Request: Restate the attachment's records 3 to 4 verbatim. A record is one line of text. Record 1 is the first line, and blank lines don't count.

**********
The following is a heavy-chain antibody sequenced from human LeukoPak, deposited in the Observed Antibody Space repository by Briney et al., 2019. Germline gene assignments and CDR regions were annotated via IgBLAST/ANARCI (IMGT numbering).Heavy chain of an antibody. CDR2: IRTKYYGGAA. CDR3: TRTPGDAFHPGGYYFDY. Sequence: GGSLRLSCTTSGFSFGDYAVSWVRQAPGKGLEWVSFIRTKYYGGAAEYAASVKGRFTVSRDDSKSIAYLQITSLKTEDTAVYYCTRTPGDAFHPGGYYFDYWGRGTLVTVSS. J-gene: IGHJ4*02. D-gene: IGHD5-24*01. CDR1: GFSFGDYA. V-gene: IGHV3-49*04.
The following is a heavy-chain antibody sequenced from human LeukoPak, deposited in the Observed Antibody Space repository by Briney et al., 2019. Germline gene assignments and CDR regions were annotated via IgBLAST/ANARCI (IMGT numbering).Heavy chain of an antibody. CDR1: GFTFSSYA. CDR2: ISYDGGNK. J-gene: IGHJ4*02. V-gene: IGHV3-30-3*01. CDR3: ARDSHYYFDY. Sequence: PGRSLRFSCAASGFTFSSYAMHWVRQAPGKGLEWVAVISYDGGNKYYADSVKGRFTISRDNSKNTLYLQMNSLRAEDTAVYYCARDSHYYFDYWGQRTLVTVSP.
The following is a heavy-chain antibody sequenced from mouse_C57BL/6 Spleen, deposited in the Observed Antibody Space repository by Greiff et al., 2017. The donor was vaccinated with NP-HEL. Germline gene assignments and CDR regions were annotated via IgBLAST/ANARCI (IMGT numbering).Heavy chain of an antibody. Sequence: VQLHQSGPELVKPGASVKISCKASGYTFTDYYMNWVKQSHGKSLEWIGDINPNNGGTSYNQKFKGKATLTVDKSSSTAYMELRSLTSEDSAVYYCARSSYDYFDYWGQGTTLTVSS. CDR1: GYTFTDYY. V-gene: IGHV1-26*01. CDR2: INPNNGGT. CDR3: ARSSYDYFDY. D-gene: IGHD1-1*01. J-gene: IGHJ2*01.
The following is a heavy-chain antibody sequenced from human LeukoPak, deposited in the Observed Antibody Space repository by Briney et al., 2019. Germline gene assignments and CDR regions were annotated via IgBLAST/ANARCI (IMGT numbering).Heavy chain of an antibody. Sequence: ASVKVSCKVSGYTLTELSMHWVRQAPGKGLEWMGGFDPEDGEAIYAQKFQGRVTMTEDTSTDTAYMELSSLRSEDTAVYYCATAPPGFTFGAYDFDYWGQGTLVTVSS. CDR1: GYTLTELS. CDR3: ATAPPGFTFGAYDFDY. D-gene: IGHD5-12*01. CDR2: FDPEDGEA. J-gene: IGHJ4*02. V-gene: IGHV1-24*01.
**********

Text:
The following is a heavy-chain antibody sequenced from mouse_C57BL/6 Spleen, deposited in the Observed Antibody Space repository by Greiff et al., 2017. The donor was vaccinated with NP-HEL. Germline gene assignments and CDR regions were annotated via IgBLAST/ANARCI (IMGT numbering).Heavy chain of an antibody. Sequence: VQLHQSGPELVKPGASVKISCKASGYTFTDYYMNWVKQSHGKSLEWIGDINPNNGGTSYNQKFKGKATLTVDKSSSTAYMELRSLTSEDSAVYYCARSSYDYFDYWGQGTTLTVSS. CDR1: GYTFTDYY. V-gene: IGHV1-26*01. CDR2: INPNNGGT. CDR3: ARSSYDYFDY. D-gene: IGHD1-1*01. J-gene: IGHJ2*01.
The following is a heavy-chain antibody sequenced from human LeukoPak, deposited in the Observed Antibody Space repository by Briney et al., 2019. Germline gene assignments and CDR regions were annotated via IgBLAST/ANARCI (IMGT numbering).Heavy chain of an antibody. Sequence: ASVKVSCKVSGYTLTELSMHWVRQAPGKGLEWMGGFDPEDGEAIYAQKFQGRVTMTEDTSTDTAYMELSSLRSEDTAVYYCATAPPGFTFGAYDFDYWGQGTLVTVSS. CDR1: GYTLTELS. CDR3: ATAPPGFTFGAYDFDY. D-gene: IGHD5-12*01. CDR2: FDPEDGEA. J-gene: IGHJ4*02. V-gene: IGHV1-24*01.